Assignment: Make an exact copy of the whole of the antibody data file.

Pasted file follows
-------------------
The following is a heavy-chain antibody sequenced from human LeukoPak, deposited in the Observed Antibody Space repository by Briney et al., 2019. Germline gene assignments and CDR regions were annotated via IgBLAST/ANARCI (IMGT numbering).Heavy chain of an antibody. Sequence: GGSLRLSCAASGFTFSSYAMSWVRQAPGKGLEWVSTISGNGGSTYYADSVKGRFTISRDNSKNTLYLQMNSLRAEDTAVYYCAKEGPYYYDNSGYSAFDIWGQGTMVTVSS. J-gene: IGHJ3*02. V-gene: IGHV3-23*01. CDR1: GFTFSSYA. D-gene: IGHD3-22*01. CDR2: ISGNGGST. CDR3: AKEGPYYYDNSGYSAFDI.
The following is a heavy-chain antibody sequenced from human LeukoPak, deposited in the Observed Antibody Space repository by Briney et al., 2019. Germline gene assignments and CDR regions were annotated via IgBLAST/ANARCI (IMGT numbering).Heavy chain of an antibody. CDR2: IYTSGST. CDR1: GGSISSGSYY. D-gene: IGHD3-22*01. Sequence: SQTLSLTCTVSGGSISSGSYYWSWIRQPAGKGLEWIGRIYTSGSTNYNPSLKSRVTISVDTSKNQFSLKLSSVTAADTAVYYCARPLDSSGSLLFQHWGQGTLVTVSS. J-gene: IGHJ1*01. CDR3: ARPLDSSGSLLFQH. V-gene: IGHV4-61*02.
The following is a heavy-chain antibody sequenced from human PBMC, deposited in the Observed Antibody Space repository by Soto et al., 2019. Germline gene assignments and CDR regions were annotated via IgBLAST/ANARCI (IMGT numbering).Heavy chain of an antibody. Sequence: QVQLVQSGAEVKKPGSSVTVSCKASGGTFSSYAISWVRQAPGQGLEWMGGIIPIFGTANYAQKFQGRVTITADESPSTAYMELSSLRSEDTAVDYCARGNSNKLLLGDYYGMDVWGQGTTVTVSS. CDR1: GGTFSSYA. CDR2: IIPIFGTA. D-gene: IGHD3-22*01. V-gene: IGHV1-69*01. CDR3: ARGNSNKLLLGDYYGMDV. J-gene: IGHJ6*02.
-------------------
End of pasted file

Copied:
The following is a heavy-chain antibody sequenced from human LeukoPak, deposited in the Observed Antibody Space repository by Briney et al., 2019. Germline gene assignments and CDR regions were annotated via IgBLAST/ANARCI (IMGT numbering).Heavy chain of an antibody. Sequence: GGSLRLSCAASGFTFSSYAMSWVRQAPGKGLEWVSTISGNGGSTYYADSVKGRFTISRDNSKNTLYLQMNSLRAEDTAVYYCAKEGPYYYDNSGYSAFDIWGQGTMVTVSS. J-gene: IGHJ3*02. V-gene: IGHV3-23*01. CDR1: GFTFSSYA. D-gene: IGHD3-22*01. CDR2: ISGNGGST. CDR3: AKEGPYYYDNSGYSAFDI.
The following is a heavy-chain antibody sequenced from human LeukoPak, deposited in the Observed Antibody Space repository by Briney et al., 2019. Germline gene assignments and CDR regions were annotated via IgBLAST/ANARCI (IMGT numbering).Heavy chain of an antibody. CDR2: IYTSGST. CDR1: GGSISSGSYY. D-gene: IGHD3-22*01. Sequence: SQTLSLTCTVSGGSISSGSYYWSWIRQPAGKGLEWIGRIYTSGSTNYNPSLKSRVTISVDTSKNQFSLKLSSVTAADTAVYYCARPLDSSGSLLFQHWGQGTLVTVSS. J-gene: IGHJ1*01. CDR3: ARPLDSSGSLLFQH. V-gene: IGHV4-61*02.
The following is a heavy-chain antibody sequenced from human PBMC, deposited in the Observed Antibody Space repository by Soto et al., 2019. Germline gene assignments and CDR regions were annotated via IgBLAST/ANARCI (IMGT numbering).Heavy chain of an antibody. Sequence: QVQLVQSGAEVKKPGSSVTVSCKASGGTFSSYAISWVRQAPGQGLEWMGGIIPIFGTANYAQKFQGRVTITADESPSTAYMELSSLRSEDTAVDYCARGNSNKLLLGDYYGMDVWGQGTTVTVSS. CDR1: GGTFSSYA. CDR2: IIPIFGTA. D-gene: IGHD3-22*01. V-gene: IGHV1-69*01. CDR3: ARGNSNKLLLGDYYGMDV. J-gene: IGHJ6*02.